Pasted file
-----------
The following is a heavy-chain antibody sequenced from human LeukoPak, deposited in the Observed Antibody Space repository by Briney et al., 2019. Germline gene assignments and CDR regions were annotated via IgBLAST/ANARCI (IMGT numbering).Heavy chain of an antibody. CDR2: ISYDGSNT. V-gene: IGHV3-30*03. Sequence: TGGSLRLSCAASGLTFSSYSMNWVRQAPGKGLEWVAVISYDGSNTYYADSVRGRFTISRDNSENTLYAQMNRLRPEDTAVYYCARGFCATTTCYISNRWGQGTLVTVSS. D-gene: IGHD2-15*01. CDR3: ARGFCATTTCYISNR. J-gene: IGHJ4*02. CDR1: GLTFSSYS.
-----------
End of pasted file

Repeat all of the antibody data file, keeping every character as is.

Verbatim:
The following is a heavy-chain antibody sequenced from human LeukoPak, deposited in the Observed Antibody Space repository by Briney et al., 2019. Germline gene assignments and CDR regions were annotated via IgBLAST/ANARCI (IMGT numbering).Heavy chain of an antibody. CDR2: ISYDGSNT. V-gene: IGHV3-30*03. Sequence: TGGSLRLSCAASGLTFSSYSMNWVRQAPGKGLEWVAVISYDGSNTYYADSVRGRFTISRDNSENTLYAQMNRLRPEDTAVYYCARGFCATTTCYISNRWGQGTLVTVSS. D-gene: IGHD2-15*01. CDR3: ARGFCATTTCYISNR. J-gene: IGHJ4*02. CDR1: GLTFSSYS.